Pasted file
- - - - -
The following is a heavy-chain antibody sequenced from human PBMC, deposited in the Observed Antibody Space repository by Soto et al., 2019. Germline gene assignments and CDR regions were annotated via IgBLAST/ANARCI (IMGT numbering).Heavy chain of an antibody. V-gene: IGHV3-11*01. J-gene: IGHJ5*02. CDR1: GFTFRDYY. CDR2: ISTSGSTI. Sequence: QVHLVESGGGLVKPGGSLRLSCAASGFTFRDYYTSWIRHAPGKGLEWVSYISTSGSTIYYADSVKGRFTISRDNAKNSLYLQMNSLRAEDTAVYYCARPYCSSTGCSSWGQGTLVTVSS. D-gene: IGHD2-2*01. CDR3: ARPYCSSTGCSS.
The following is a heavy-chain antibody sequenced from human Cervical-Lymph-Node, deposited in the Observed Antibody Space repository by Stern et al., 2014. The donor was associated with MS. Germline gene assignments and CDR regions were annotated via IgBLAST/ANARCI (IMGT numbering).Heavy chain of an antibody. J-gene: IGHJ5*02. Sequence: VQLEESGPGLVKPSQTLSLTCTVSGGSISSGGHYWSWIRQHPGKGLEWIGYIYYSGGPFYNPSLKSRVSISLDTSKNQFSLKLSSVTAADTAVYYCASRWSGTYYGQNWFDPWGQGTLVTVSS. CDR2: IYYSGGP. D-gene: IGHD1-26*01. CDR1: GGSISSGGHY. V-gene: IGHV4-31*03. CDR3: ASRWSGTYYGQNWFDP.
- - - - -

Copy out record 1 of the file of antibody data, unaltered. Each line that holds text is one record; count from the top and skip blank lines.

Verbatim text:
The following is a heavy-chain antibody sequenced from human PBMC, deposited in the Observed Antibody Space repository by Soto et al., 2019. Germline gene assignments and CDR regions were annotated via IgBLAST/ANARCI (IMGT numbering).Heavy chain of an antibody. V-gene: IGHV3-11*01. J-gene: IGHJ5*02. CDR1: GFTFRDYY. CDR2: ISTSGSTI. Sequence: QVHLVESGGGLVKPGGSLRLSCAASGFTFRDYYTSWIRHAPGKGLEWVSYISTSGSTIYYADSVKGRFTISRDNAKNSLYLQMNSLRAEDTAVYYCARPYCSSTGCSSWGQGTLVTVSS. D-gene: IGHD2-2*01. CDR3: ARPYCSSTGCSS.